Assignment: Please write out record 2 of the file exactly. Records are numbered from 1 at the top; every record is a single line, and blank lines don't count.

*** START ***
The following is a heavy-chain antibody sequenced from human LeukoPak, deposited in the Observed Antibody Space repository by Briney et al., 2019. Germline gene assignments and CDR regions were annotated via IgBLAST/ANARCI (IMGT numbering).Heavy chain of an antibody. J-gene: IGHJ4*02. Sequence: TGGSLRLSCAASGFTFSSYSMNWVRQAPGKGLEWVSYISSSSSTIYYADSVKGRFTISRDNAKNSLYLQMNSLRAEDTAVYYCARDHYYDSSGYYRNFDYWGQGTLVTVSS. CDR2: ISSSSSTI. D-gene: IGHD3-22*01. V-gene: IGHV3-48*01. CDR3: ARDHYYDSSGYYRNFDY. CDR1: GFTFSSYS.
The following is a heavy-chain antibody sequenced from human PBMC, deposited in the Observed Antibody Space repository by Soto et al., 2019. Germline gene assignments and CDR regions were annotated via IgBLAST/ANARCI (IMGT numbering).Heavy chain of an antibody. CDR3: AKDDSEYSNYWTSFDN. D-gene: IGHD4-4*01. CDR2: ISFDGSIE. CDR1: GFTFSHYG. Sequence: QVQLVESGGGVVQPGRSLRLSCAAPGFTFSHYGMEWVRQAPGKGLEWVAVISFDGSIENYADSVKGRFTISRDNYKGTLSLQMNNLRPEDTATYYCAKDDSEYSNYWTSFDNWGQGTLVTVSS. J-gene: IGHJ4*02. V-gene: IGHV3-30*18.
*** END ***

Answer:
The following is a heavy-chain antibody sequenced from human PBMC, deposited in the Observed Antibody Space repository by Soto et al., 2019. Germline gene assignments and CDR regions were annotated via IgBLAST/ANARCI (IMGT numbering).Heavy chain of an antibody. CDR3: AKDDSEYSNYWTSFDN. D-gene: IGHD4-4*01. CDR2: ISFDGSIE. CDR1: GFTFSHYG. Sequence: QVQLVESGGGVVQPGRSLRLSCAAPGFTFSHYGMEWVRQAPGKGLEWVAVISFDGSIENYADSVKGRFTISRDNYKGTLSLQMNNLRPEDTATYYCAKDDSEYSNYWTSFDNWGQGTLVTVSS. J-gene: IGHJ4*02. V-gene: IGHV3-30*18.